It will be seen, that my theory of Rights always assumes the legal validity, not of a majority vote, but of a unanimous vote; although it is admitted that those who refuse to submit to a very decided majority, (which may be fixed at seven eighths, perhaps, or still higher,) do thereby cease to be citizens of the state, and thus make unanimity possible.
Under the described constitution, Law must necessarily and infallibly rule at all times; unless, indeed, the Ephorate should unite with the executive power to suppress the people. This final and greatest obstacle to a just government must also be removed.
The Ephorate must not be dependent upon the executive power, nor be in a position to receive favors from the government. It must have no friendly or social relations with the government. The people will look to this, and the Ephorate will take care not to lose the confidence of the people by such conduct.
Moreover it is advisable, nay, almost necessary, to make the tenure of government offices for lifetime, because the officials lose their other positions in life; but it is equally advisable to make the tenure of the Ephores only for a specific time, since they need not give up their ordinary vocations. When retiring from office, the Ephores must give an account of what has occurred during their term of office; and if any injustice has occurred, which still continues, the new Ephores must suspend the government and call together the people to sit in judgment upon the retiring Ephores as well as upon the government. It is clear, that the guilty Ephores must be punished as guilty of high treason. To have honorably administered the duties of the Ephorate ought to entitle to life-long distinction.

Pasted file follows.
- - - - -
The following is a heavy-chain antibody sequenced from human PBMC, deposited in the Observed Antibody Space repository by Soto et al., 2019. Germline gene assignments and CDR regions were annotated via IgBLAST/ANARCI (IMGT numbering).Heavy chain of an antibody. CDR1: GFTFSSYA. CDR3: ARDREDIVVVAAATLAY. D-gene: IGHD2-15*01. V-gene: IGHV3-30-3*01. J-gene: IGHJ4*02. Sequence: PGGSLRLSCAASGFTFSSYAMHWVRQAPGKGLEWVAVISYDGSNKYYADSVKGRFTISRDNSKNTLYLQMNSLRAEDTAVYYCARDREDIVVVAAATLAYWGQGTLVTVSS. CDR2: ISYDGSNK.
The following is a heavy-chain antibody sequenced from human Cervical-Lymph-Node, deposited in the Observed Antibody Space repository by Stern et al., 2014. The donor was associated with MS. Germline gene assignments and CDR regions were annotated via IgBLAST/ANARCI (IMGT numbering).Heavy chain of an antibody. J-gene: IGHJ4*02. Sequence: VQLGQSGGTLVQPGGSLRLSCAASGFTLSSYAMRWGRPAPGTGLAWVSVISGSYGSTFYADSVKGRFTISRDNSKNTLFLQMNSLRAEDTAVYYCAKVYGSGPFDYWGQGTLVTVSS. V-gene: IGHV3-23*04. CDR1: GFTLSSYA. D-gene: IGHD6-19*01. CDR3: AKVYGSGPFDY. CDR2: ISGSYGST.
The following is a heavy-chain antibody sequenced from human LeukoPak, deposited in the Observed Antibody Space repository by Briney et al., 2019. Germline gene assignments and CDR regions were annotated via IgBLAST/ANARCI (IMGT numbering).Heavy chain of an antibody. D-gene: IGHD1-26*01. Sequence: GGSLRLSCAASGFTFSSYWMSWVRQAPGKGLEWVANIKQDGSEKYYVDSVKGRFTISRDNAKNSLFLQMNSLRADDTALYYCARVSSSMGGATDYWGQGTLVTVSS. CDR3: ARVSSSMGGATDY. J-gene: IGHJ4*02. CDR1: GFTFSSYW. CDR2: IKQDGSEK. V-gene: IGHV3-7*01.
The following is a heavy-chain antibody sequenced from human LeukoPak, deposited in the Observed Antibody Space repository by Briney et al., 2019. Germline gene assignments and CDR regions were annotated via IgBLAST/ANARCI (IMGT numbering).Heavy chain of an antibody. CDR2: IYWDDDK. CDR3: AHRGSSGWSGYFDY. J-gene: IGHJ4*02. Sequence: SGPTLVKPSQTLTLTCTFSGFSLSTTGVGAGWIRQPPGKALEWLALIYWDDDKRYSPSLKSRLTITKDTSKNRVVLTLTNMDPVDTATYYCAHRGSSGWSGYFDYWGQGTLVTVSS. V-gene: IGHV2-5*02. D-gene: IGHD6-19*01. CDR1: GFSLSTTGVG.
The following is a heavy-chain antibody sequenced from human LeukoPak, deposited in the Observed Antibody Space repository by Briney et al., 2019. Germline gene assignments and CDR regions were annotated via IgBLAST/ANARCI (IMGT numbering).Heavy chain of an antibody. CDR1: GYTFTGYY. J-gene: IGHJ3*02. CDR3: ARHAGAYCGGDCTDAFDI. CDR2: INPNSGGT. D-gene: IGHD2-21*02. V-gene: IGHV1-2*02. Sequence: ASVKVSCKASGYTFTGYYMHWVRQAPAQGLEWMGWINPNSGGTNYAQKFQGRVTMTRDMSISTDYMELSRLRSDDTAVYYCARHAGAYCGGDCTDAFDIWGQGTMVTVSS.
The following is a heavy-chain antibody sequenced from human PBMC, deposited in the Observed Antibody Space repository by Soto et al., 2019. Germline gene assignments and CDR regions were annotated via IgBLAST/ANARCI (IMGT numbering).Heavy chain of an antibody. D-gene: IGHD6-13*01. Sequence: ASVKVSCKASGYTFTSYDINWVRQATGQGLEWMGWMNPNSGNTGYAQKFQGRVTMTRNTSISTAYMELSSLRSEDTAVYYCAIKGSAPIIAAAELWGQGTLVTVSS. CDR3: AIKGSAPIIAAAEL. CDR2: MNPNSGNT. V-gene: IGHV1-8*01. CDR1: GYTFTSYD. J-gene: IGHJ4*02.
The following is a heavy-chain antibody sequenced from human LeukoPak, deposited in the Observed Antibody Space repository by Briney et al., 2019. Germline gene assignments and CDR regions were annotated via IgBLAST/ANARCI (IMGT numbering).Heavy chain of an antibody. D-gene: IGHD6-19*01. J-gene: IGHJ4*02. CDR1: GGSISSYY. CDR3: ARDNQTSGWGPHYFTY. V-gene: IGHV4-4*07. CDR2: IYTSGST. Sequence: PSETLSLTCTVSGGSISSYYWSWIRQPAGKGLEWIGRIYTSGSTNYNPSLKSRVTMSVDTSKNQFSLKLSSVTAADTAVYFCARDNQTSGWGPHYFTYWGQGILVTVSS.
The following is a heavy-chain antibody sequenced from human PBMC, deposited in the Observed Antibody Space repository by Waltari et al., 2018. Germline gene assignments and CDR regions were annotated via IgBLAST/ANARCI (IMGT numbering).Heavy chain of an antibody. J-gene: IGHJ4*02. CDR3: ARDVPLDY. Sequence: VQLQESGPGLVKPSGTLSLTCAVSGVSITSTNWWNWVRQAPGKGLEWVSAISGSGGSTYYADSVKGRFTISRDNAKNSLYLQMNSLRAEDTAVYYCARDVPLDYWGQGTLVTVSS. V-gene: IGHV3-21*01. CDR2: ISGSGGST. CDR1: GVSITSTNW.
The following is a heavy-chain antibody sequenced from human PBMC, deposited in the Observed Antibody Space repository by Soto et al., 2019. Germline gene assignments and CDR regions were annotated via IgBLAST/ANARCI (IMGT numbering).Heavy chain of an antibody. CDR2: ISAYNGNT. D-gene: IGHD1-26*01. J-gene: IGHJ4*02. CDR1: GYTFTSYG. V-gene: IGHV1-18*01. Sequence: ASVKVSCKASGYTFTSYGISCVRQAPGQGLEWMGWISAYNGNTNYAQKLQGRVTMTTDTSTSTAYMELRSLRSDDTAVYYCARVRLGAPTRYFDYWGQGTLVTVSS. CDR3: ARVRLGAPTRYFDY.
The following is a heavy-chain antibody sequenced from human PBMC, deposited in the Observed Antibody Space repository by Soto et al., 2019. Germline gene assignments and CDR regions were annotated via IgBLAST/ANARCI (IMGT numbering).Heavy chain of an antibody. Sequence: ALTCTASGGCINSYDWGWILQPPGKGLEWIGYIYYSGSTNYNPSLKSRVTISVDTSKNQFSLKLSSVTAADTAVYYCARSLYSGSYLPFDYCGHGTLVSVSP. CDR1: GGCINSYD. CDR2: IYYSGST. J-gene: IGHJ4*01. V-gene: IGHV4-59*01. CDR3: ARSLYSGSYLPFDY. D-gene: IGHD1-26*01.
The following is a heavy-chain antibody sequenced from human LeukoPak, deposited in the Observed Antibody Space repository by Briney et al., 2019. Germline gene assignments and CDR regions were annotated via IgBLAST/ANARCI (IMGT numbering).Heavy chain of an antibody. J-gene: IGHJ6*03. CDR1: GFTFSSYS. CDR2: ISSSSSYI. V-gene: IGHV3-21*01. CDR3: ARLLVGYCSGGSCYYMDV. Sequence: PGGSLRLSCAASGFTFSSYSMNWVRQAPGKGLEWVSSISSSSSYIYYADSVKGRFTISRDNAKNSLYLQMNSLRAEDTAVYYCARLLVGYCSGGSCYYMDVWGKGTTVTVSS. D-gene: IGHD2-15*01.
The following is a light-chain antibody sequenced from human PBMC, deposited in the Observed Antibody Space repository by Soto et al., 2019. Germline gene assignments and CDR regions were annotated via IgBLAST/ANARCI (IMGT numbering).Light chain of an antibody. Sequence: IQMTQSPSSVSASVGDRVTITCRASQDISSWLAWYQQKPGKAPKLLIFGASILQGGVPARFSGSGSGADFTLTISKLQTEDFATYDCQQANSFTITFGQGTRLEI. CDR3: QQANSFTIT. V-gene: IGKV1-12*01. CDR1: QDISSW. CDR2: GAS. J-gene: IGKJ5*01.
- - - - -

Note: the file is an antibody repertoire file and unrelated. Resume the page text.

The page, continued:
The Ephorate must be elected by the people, not by the government; nor can the Ephores fill vacancies amongst themselves, the new ones being the judges of the old. The mode of their election should be specified in the constitution. No one should be allowed to apply for the Ephorate. The people themselves should select them; and in this manner the people will learn to pay more attention to their wise and great men.